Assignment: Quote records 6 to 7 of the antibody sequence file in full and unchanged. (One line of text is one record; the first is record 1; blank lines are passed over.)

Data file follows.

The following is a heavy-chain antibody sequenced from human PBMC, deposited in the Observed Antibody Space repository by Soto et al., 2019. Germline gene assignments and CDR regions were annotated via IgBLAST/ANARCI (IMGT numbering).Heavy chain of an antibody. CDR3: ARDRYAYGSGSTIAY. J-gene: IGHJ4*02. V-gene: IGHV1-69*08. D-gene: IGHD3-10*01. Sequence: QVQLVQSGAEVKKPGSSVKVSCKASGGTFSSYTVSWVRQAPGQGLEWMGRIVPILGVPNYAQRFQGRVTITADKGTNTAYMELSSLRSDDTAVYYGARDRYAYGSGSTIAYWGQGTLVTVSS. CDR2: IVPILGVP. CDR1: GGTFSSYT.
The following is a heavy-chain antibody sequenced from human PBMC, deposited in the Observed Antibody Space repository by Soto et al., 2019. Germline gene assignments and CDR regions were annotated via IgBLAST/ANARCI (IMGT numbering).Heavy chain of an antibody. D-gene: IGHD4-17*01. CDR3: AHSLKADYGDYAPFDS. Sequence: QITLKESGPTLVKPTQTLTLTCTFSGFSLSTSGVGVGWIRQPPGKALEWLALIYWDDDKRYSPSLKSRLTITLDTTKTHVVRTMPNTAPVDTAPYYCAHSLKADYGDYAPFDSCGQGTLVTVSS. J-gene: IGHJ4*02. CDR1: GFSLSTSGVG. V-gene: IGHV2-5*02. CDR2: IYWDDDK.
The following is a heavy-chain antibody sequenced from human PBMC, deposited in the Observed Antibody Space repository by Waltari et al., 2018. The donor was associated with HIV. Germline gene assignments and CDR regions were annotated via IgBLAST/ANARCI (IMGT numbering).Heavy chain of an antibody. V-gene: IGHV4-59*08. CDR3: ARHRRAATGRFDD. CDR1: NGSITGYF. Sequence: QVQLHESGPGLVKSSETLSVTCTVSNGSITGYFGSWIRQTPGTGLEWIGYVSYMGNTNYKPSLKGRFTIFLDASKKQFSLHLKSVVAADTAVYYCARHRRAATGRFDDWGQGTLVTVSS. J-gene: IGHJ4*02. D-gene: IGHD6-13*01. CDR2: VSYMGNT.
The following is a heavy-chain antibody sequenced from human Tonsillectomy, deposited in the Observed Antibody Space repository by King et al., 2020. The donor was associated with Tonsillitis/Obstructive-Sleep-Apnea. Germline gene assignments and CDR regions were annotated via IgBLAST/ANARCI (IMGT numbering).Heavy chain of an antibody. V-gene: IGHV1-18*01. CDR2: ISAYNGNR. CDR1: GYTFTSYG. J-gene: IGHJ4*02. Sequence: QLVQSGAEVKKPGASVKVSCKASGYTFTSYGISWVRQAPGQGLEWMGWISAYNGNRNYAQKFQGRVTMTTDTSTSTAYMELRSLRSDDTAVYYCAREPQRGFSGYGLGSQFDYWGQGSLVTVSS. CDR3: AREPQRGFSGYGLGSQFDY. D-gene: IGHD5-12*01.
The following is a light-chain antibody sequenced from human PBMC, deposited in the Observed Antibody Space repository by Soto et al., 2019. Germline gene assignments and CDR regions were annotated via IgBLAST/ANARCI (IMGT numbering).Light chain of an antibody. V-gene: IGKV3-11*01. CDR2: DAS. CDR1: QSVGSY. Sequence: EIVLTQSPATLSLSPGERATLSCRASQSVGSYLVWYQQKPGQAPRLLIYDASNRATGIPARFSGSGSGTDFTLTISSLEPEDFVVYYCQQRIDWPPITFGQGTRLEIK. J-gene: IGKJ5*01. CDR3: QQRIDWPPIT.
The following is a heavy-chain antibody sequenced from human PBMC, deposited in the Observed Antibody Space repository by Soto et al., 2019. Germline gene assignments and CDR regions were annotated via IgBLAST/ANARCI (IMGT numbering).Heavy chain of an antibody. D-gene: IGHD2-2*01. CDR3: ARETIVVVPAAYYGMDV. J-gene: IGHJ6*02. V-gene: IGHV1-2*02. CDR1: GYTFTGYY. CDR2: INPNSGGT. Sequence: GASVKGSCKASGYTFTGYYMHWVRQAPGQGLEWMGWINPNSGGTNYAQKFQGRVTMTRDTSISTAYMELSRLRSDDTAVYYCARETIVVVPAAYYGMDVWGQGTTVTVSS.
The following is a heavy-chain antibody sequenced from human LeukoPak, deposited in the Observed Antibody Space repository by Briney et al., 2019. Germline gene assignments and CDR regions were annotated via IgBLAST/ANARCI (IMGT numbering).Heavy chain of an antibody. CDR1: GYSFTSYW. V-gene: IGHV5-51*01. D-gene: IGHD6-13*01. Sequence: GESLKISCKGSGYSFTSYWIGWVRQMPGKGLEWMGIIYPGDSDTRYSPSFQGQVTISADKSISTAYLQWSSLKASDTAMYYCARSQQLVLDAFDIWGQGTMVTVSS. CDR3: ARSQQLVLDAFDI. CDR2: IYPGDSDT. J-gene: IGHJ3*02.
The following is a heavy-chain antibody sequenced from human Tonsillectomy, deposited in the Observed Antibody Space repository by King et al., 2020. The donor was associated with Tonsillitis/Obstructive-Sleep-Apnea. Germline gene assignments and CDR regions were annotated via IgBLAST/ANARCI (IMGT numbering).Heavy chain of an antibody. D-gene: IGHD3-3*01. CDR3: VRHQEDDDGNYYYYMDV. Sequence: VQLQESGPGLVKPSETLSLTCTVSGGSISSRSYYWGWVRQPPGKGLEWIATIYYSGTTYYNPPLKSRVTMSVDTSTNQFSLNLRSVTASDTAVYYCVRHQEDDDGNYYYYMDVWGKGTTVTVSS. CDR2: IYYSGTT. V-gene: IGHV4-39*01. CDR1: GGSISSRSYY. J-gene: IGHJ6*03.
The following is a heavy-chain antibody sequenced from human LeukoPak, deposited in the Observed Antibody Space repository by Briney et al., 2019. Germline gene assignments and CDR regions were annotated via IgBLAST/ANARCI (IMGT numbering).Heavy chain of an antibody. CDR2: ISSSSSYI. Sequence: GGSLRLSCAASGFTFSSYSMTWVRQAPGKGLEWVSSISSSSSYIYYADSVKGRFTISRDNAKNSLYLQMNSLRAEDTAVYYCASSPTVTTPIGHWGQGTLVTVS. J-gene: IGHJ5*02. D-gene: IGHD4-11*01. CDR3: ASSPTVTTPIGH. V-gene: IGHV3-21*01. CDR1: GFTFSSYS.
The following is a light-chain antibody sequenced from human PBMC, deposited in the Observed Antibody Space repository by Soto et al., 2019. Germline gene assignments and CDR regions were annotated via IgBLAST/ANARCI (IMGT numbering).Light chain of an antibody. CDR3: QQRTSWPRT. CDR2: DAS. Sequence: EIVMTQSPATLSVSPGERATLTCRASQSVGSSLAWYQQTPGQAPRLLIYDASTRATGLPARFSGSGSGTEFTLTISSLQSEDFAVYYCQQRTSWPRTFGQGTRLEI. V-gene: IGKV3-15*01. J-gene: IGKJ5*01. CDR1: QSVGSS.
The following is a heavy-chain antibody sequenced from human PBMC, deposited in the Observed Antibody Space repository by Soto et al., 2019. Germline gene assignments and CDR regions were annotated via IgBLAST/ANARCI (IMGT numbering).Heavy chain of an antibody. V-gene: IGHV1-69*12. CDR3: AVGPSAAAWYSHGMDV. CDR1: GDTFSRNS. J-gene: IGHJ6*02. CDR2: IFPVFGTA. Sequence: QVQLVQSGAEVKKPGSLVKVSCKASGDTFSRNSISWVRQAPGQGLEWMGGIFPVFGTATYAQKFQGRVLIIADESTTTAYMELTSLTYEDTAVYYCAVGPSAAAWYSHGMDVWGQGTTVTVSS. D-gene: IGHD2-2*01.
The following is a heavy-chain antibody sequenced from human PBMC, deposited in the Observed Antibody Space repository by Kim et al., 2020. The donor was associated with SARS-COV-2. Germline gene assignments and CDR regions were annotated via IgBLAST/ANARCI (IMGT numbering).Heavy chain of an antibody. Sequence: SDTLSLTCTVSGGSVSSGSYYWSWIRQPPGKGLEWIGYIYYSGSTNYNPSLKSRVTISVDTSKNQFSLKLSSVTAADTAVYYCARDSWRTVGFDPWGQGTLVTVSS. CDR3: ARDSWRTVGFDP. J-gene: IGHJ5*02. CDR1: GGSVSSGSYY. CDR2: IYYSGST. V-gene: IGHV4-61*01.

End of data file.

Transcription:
The following is a heavy-chain antibody sequenced from human PBMC, deposited in the Observed Antibody Space repository by Soto et al., 2019. Germline gene assignments and CDR regions were annotated via IgBLAST/ANARCI (IMGT numbering).Heavy chain of an antibody. D-gene: IGHD2-2*01. CDR3: ARETIVVVPAAYYGMDV. J-gene: IGHJ6*02. V-gene: IGHV1-2*02. CDR1: GYTFTGYY. CDR2: INPNSGGT. Sequence: GASVKGSCKASGYTFTGYYMHWVRQAPGQGLEWMGWINPNSGGTNYAQKFQGRVTMTRDTSISTAYMELSRLRSDDTAVYYCARETIVVVPAAYYGMDVWGQGTTVTVSS.
The following is a heavy-chain antibody sequenced from human LeukoPak, deposited in the Observed Antibody Space repository by Briney et al., 2019. Germline gene assignments and CDR regions were annotated via IgBLAST/ANARCI (IMGT numbering).Heavy chain of an antibody. CDR1: GYSFTSYW. V-gene: IGHV5-51*01. D-gene: IGHD6-13*01. Sequence: GESLKISCKGSGYSFTSYWIGWVRQMPGKGLEWMGIIYPGDSDTRYSPSFQGQVTISADKSISTAYLQWSSLKASDTAMYYCARSQQLVLDAFDIWGQGTMVTVSS. CDR3: ARSQQLVLDAFDI. CDR2: IYPGDSDT. J-gene: IGHJ3*02.